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Taxing sales to tourists over time

Author

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  • Leon Taylor

    (Dillard University)

Abstract

An optimal control model shows how a jurisdiction can tax tourists in a way that maximizes its revenues net of its costs in serving tourists: By relating its tax rate to its popularity with tourists. When its popularity waxes, it should raise the tax rate; when its popularity wanes, it should lower the tax rate. Extensions consider the effects on the tax of the discount rate, tourist prices, tourist congestion, and of the rise in the relative cost of services that is due to rising productivity in manufacturing. Computer simulations generate a concave tax path for a small city launching a tourism program.

Suggested Citation

  • Leon Taylor, 1998. "Taxing sales to tourists over time," Public Economics 9810003, EconWPA.
  • Handle: RePEc:wpa:wuwppe:9810003
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    References listed on IDEAS

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    1. Baumol, William J, 1972. "Macroeconomics of Unbalanced Growth: Reply," American Economic Review, American Economic Association, vol. 62(1), pages 150-150, March.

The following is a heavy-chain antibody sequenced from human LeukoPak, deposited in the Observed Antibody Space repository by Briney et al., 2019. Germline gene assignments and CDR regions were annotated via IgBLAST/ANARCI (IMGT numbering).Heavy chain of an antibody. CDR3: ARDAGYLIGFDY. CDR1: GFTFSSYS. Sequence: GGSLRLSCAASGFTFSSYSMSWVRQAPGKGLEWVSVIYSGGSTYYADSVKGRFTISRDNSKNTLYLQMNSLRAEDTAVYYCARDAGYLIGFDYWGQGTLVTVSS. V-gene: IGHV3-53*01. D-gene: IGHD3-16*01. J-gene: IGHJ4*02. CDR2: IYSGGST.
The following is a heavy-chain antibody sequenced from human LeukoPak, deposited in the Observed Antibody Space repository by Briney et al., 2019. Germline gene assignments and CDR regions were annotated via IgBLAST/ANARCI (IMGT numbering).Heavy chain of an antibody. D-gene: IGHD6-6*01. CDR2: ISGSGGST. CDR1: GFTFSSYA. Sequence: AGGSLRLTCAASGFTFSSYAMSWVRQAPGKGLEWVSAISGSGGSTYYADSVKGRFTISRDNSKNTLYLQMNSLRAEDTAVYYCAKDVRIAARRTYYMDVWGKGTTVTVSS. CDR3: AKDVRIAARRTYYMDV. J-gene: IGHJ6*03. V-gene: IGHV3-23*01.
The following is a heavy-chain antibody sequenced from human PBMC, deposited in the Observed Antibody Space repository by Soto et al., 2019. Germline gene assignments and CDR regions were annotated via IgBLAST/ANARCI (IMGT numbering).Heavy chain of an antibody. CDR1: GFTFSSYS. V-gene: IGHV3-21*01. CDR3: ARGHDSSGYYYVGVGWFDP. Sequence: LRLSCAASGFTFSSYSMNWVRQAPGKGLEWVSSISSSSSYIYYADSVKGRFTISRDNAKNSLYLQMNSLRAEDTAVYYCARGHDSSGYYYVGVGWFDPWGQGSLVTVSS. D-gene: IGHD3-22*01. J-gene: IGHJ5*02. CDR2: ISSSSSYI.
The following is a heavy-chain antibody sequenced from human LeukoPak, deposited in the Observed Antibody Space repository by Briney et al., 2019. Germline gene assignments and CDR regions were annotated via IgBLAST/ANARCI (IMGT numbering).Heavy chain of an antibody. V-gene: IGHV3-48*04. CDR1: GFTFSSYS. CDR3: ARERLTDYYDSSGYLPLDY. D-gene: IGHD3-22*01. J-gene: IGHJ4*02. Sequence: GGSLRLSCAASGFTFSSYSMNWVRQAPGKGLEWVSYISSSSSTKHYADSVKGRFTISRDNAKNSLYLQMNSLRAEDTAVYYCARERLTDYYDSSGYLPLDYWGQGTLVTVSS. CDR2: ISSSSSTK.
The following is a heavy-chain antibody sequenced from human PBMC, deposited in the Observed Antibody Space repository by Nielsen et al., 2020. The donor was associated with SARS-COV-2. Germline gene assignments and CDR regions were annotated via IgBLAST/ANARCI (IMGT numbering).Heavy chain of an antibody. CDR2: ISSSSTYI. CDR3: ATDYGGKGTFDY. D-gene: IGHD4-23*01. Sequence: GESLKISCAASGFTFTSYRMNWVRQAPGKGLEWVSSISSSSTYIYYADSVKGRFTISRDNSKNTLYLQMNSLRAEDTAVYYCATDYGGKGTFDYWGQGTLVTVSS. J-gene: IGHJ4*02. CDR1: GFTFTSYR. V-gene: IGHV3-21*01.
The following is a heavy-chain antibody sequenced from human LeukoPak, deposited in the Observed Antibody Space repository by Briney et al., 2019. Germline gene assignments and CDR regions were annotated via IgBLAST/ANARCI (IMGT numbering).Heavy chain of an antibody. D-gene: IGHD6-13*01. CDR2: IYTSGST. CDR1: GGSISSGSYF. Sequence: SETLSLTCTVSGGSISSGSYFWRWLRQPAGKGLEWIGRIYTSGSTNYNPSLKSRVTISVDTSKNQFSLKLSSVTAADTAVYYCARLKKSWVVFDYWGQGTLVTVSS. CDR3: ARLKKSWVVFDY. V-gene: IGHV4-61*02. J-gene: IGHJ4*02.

2. Bonham, Carl & Fujii, Edwin & Im, Eric & Mak, James, 1992. "The Impact of the Hotel Room Tax: An Interrupted Time Series Approach," National Tax Journal, National Tax Association;National Tax Journal, vol. 45(4), pages 433-441, December.
    3. Bird, Richard M., 1992. "Taxing tourism in developing countries," World Development, Elsevier, vol. 20(8), pages 1145-1158, August.
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    Cited by:

    1. Bonham, Carl & Gangnes, Byron & Zhou, Ting, 2009. "Modeling tourism: A fully identified VECM approach," International Journal of Forecasting, Elsevier, vol. 25(3), pages 531-549, July.
    2. Allison Zhou & Carl Bonham & Byron Gangnes, 2007. "Modeling the supply and demand for tourism: a fully identified VECM approach," Working Papers 200717, University of Hawaii at Manoa, Department of Economics.

    More about this item

    Keywords

    tourism; taxes;

    JEL classification:

    • D6 - Microeconomics - - Welfare Economics
    • D7 - Microeconomics - - Analysis of Collective Decision-Making
    • H - Public Economics

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